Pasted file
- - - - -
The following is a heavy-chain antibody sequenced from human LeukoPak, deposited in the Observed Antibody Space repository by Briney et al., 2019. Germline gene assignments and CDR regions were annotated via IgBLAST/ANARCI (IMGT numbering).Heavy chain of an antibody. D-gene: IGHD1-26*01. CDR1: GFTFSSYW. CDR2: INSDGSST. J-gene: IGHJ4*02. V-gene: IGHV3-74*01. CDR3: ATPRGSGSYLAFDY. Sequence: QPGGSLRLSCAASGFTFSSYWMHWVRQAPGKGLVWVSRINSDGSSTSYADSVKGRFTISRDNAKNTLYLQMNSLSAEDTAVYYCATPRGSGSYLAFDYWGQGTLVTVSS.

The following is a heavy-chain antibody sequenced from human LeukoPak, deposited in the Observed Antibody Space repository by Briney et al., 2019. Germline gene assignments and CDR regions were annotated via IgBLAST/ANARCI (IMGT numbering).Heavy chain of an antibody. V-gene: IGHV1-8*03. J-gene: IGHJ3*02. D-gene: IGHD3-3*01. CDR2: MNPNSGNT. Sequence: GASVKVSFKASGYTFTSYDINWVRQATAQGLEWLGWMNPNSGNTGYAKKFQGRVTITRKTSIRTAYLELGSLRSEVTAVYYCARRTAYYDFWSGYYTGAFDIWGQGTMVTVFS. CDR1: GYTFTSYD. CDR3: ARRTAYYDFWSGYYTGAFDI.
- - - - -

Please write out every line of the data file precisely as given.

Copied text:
The following is a heavy-chain antibody sequenced from human LeukoPak, deposited in the Observed Antibody Space repository by Briney et al., 2019. Germline gene assignments and CDR regions were annotated via IgBLAST/ANARCI (IMGT numbering).Heavy chain of an antibody. D-gene: IGHD1-26*01. CDR1: GFTFSSYW. CDR2: INSDGSST. J-gene: IGHJ4*02. V-gene: IGHV3-74*01. CDR3: ATPRGSGSYLAFDY. Sequence: QPGGSLRLSCAASGFTFSSYWMHWVRQAPGKGLVWVSRINSDGSSTSYADSVKGRFTISRDNAKNTLYLQMNSLSAEDTAVYYCATPRGSGSYLAFDYWGQGTLVTVSS.

The following is a heavy-chain antibody sequenced from human LeukoPak, deposited in the Observed Antibody Space repository by Briney et al., 2019. Germline gene assignments and CDR regions were annotated via IgBLAST/ANARCI (IMGT numbering).Heavy chain of an antibody. V-gene: IGHV1-8*03. J-gene: IGHJ3*02. D-gene: IGHD3-3*01. CDR2: MNPNSGNT. Sequence: GASVKVSFKASGYTFTSYDINWVRQATAQGLEWLGWMNPNSGNTGYAKKFQGRVTITRKTSIRTAYLELGSLRSEVTAVYYCARRTAYYDFWSGYYTGAFDIWGQGTMVTVFS. CDR1: GYTFTSYD. CDR3: ARRTAYYDFWSGYYTGAFDI.